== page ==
Skip to main content
Blonde, curly-haired, white girl in front of blue river...

Shaydra Merwin

SFU Student Undergraduate
Arts + Social Sciences › History
Study Abroad › Exchange

Experience Faculty
Part of the reason I wanted to do an exchange was to face the challenge of being on my own in an unfamiliar place, which I knew would confront me with new ideas. Growth happens in such conditions. If you have such a mindset, the challenges will be just as hard, but not necessarily bad as you realize how much you benefit from it. The hardest moments are often what you learn the most from.
Experience Details
Introduction + Preparation

I’ll start with before the exchange. It was my first time in Europe and my first time doing anything immigration-related. That was a headache and a half. It was such a struggle to even know who had the information I needed. I suggest going to the government websites of the country you’re going to for immigration-related matters. Canadian sources weren’t very helpful in my case. Here’s a trustworthy, government-based website: Federal Office for Migration and Refugees.  To complicate things further, for an exchange to Germany, each province, or Bundesland, has its own rules, and even cities can be divided into divisions according to where you live. It’s helpful to find your residence early on. Fortunately, Canadians don’t typically need a VISA to enter European countries. However, staying longer than 90 days requires that you start the immigration process to apply for a Residence permit (Aufenhaltstitel). I’m hesitant to give any precise tips as it’s always better to rely on first-hand sources for such important matters and policies may change.

Getting to Europe was a beautiful moment. I traveled before I settled in Cologne. However, the immigration process continued into my travels, despite me thinking I could complete it before leaving Canada. 

Location Research

I was mostly concerned with the geographical location of my exchange. I had a preference towards West Germany as I have friends there, who made it sound appealing (friendly communities, geography, etc. Of course that is all biased but helpful to hear their perspective.) Most of the decision was based on being close to several different countries. France, Belgium, Luxembourg, and the Netherlands were all no more than a 2-hour train ride away. I also had a preference towards Germany as it was a language I had some knowledge of, and I knew I wanted to improve a foreign language when going abroad. Germany was also somewhat in my comfort zone for the above reasons, but also not too comfortable as I expect an English-speaking country would be.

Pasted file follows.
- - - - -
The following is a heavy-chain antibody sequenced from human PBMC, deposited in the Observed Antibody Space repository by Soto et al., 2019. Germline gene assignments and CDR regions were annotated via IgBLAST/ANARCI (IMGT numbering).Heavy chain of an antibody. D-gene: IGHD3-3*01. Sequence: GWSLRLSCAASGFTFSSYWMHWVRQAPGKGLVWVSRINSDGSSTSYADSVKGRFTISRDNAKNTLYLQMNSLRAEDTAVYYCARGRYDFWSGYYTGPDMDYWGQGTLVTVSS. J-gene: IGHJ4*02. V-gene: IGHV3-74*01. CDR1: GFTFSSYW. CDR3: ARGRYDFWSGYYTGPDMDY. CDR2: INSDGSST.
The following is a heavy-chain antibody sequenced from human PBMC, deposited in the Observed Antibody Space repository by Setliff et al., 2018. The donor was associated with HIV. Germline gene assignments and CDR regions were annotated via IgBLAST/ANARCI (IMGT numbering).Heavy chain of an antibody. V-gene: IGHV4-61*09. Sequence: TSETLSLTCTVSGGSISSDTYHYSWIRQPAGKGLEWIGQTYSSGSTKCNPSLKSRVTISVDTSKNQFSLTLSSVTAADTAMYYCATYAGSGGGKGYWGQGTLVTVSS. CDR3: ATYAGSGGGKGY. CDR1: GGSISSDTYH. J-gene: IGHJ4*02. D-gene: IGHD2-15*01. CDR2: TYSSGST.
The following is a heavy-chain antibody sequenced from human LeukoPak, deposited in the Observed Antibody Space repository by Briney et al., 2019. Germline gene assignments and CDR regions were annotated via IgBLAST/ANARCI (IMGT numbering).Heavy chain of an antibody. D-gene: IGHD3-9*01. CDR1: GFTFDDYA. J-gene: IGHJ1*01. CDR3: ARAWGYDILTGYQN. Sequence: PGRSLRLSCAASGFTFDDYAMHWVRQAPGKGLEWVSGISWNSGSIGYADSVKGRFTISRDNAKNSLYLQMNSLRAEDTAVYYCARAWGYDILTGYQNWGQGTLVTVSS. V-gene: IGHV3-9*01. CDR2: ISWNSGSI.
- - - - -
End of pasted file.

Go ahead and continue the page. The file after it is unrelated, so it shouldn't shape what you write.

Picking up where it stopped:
Financial Preparation

Getting a local bank account was a challenge. Of course, all these matters are in German which, if you’re not fluent, makes it harder. My B1 language level was, however, very helpful. For starters, you’ll likely need a closed bank account if you’re staying over 90 days. A closed (also referred to as a blocked or limited-withdrawal) bank account is required for international exchange students when applying for a VISA to show full financial coverage during your exchange. A large sum is initially deposited with a specific amount paid out per month - no more or less. This account gives the government some assurance that you will have enough money for living during your stay. It’s a large sum to give all at once, but it helps knowing it’ll come back to you.

I went through Expatrio as exchanging money is easy through them, and they share many tips for integrating and immigrating to Germany. They also have package deals for travel health insurance and connect you to public health insurance for your time there, which is likely required of your university. Expatrio suggested some banks, but the initial one I chose did not work out as I had an Extra Konto, which is a savings account that you can’t make purchases with. It took me time to figure out this was the problem. I eventually went through a larger bank: Sparkasse. Deutsche Bank may be another good option. To get an account with Sparkasse was straightforward as I had a German number and home address. All setup of accounts can be done online, however, it can greatly simplify things if you can go in person as it’s typically easier to find someone who can speak English. Again, having a residence is very helpful and essential for some banks, when setting up a German bank account.   

That is a very brief way of explaining my two to three months of stress, and eventually, tears, trying to figure this out. So much could have been avoided had I known what I’ve just explained.


I packed too much. Isn't that how it always goes? I brought fewer winter clothes, planning to purchase some there, and too many summer clothes considering that a small portion of my total time abroad was warm enough to wear them. What I should have considered was the amount of stuff I'd want to bring home. I was unsure of whether I'd stay for Christmas, but staying meant that I had far more things to stuff in my suitcase. As I wanted to fly out of Paris (it was cheaper than Frankfurt, and I'd get extra sightseeing in), that meant I was hauling 120 lbs of luggage across the cobblestone streets. Not fun. And yes, I had to pay for an extra bag.